Directives against “epal” or grandstanding politicians surfaced after the name of Rep. Eric Yap (ACT-CIS party-list) was seen in a tarpaulin during the unveiling of a molecular laboratory in Benguet General Hospital.
Yap had personally funded the construction of the laboratory’s building for coronavirus disease testing.
The Molecular Biology Laboratory is located beside BGH and was reportedly established through the lawmaker’s “personal initiative and funding.”
The facility will be primarily used to process reverse transcription-polymerase chain reaction (RT-PCR) tests in Benguet once it potentially becomes fully operational in October.
Yap reportedly said that Benguet officials can also help its neighboring provinces in the Cordillera Administrative Region.
The laboratory is seen to decongest the number of specimens that the Baguio General Hospital and Medical Center is processing for COVID-19 detection. It has been declared as one of the sub-national testing laboratories for Luzon catering to CAR, Regions 1 and 2.
Yap in June 2020 was appointed as Benguet’s caretaker congressman after its former representative, Nestor Fongwan Sr., died of an illness last year.
Meanwhile, as pictures of the unveiling ceremony surfaced on social media, some Filipinos noticed Yap’s name in the tarpaulin which declared that the laboratory building was named after him.
AN EARLY CHRISTMAS GIFT. The molecular laboratory for Covid-19 testing of the Benguet General Hospital (BeGH) which was…
“Buhay ka pa pero may tribute na building na sa’yo? Yuck sa political moves niyo,” wrote a Twitter user.
“The EPAL of the year,” another online user commented.
“Pagiging epal sa Benguet, nagiging new normal na!” a Filipino quipped in response to the building being named after the lawmaker.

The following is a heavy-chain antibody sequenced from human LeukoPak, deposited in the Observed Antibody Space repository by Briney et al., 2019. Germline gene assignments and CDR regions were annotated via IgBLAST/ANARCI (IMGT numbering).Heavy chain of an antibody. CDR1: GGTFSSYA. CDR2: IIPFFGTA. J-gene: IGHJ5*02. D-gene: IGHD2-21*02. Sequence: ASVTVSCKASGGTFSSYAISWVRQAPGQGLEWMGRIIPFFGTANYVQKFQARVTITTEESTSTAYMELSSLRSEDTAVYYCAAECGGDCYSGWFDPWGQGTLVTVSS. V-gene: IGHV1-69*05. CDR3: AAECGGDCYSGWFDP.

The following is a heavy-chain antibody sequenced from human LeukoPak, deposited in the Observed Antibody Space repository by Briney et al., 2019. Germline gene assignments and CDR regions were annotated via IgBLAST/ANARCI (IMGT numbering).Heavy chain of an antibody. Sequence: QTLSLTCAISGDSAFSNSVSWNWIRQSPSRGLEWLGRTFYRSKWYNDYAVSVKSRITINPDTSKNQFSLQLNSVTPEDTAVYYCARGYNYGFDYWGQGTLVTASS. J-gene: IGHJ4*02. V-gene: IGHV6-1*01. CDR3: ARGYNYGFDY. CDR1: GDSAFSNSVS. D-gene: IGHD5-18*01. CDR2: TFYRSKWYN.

“Patay na ba si Congressman Eric Yap kaya may building na na ipinangalan sa kanya?” screenwriter Jerry Gracio, who also served as a commissioner for Samar-Leyte Languages at the Komisyon ng Wikang Filipino, tweeted.
A Facebook page tracking supposed “epal” politicians likewise took note of Yap’s name and said that it violated a memorandum of the Department of the Interior and Local Government, as well as a circular from the Commission on Audit.
DILG in Memorandum Circular 2010-101 notes that government personalities must not place their names or pictures in government properties and projects.
It was enacted in pursuit of former President Benigno Aquino III‘s directive before when he advised Cabinet officials and other government instrumentalities to refrain from associating his personality in their projects.
COA’s Circular 2013-004 likewise bans public officials from using government projects and programs for propaganda purposes through affixing their pictures or names.
Based on the National Historical Commission‘s “Revised Guidelines on the Naming and Renaming of Streets, Public Schools, Plazas, Building, Bridges and other Public Structures,” there can be no local government unit buildings to be named or renamed after a living person.
Last year, House Bill 71 or the “Anti-Epal” Bill was filed by Rep. Robert Ace Barbers (Surigao del Norte) which seeks to prohibit and penalize public officials from posting their names and faces into government projects funded with taxpayers’ money.
Yap on Monday addressed the criticisms and said that he was not aware the people of BGH had apparently named the building after him “out of gratitude.”
“Tinatanong niya kung pera ko raw ba ‘yun? Unang-una, ang sagot ko, opo, pera ko ‘yun, dinonate ko at hindi ko alam na ganun ang ginawa ng taga-Benguet (General Hospital) out of gratitude,” he said, referencing blogger Jover Laurio who was one of those who called him out.
Yap added that he immediately talked to BGH’s officials and asked that his name be removed from the building and for it to be named after the province instead.